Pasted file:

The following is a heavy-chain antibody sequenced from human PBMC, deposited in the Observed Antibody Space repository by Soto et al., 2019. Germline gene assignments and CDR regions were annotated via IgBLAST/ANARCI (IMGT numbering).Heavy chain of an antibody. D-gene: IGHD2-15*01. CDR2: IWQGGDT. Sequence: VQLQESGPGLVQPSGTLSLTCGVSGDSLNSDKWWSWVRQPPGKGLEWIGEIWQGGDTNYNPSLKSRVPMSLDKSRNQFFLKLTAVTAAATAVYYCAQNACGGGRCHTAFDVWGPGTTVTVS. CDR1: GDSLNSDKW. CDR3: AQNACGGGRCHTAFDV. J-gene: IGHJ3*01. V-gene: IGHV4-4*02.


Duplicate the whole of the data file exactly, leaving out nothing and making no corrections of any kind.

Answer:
The following is a heavy-chain antibody sequenced from human PBMC, deposited in the Observed Antibody Space repository by Soto et al., 2019. Germline gene assignments and CDR regions were annotated via IgBLAST/ANARCI (IMGT numbering).Heavy chain of an antibody. D-gene: IGHD2-15*01. CDR2: IWQGGDT. Sequence: VQLQESGPGLVQPSGTLSLTCGVSGDSLNSDKWWSWVRQPPGKGLEWIGEIWQGGDTNYNPSLKSRVPMSLDKSRNQFFLKLTAVTAAATAVYYCAQNACGGGRCHTAFDVWGPGTTVTVS. CDR1: GDSLNSDKW. CDR3: AQNACGGGRCHTAFDV. J-gene: IGHJ3*01. V-gene: IGHV4-4*02.